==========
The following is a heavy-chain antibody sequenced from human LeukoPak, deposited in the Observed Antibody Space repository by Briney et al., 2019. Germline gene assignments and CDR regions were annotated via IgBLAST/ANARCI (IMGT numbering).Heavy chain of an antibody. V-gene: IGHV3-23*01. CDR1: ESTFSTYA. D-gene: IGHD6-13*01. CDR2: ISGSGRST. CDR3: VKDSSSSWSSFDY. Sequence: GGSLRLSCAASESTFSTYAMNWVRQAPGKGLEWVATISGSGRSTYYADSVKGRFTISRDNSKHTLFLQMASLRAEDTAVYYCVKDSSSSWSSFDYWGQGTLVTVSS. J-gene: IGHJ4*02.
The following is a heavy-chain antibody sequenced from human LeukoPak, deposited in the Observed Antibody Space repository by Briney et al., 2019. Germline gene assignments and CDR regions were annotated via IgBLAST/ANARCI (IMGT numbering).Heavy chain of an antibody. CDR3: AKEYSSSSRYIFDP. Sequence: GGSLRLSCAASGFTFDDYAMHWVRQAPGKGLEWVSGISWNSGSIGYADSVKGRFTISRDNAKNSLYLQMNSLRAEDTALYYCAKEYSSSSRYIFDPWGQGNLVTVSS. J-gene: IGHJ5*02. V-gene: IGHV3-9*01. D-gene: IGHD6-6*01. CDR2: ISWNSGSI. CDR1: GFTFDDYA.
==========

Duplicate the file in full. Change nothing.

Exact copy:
The following is a heavy-chain antibody sequenced from human LeukoPak, deposited in the Observed Antibody Space repository by Briney et al., 2019. Germline gene assignments and CDR regions were annotated via IgBLAST/ANARCI (IMGT numbering).Heavy chain of an antibody. V-gene: IGHV3-23*01. CDR1: ESTFSTYA. D-gene: IGHD6-13*01. CDR2: ISGSGRST. CDR3: VKDSSSSWSSFDY. Sequence: GGSLRLSCAASESTFSTYAMNWVRQAPGKGLEWVATISGSGRSTYYADSVKGRFTISRDNSKHTLFLQMASLRAEDTAVYYCVKDSSSSWSSFDYWGQGTLVTVSS. J-gene: IGHJ4*02.
The following is a heavy-chain antibody sequenced from human LeukoPak, deposited in the Observed Antibody Space repository by Briney et al., 2019. Germline gene assignments and CDR regions were annotated via IgBLAST/ANARCI (IMGT numbering).Heavy chain of an antibody. CDR3: AKEYSSSSRYIFDP. Sequence: GGSLRLSCAASGFTFDDYAMHWVRQAPGKGLEWVSGISWNSGSIGYADSVKGRFTISRDNAKNSLYLQMNSLRAEDTALYYCAKEYSSSSRYIFDPWGQGNLVTVSS. J-gene: IGHJ5*02. V-gene: IGHV3-9*01. D-gene: IGHD6-6*01. CDR2: ISWNSGSI. CDR1: GFTFDDYA.